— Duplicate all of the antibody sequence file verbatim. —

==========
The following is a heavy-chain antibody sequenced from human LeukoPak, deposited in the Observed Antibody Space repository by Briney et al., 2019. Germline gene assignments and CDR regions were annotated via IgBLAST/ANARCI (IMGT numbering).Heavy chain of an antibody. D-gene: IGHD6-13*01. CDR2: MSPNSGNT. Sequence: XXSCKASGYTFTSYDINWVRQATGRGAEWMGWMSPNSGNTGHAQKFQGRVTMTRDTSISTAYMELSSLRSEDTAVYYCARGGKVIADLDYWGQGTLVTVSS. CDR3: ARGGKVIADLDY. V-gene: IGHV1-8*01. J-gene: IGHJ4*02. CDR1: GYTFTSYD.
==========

The following is a heavy-chain antibody sequenced from human LeukoPak, deposited in the Observed Antibody Space repository by Briney et al., 2019. Germline gene assignments and CDR regions were annotated via IgBLAST/ANARCI (IMGT numbering).Heavy chain of an antibody. D-gene: IGHD6-13*01. CDR2: MSPNSGNT. Sequence: XXSCKASGYTFTSYDINWVRQATGRGAEWMGWMSPNSGNTGHAQKFQGRVTMTRDTSISTAYMELSSLRSEDTAVYYCARGGKVIADLDYWGQGTLVTVSS. CDR3: ARGGKVIADLDY. V-gene: IGHV1-8*01. J-gene: IGHJ4*02. CDR1: GYTFTSYD.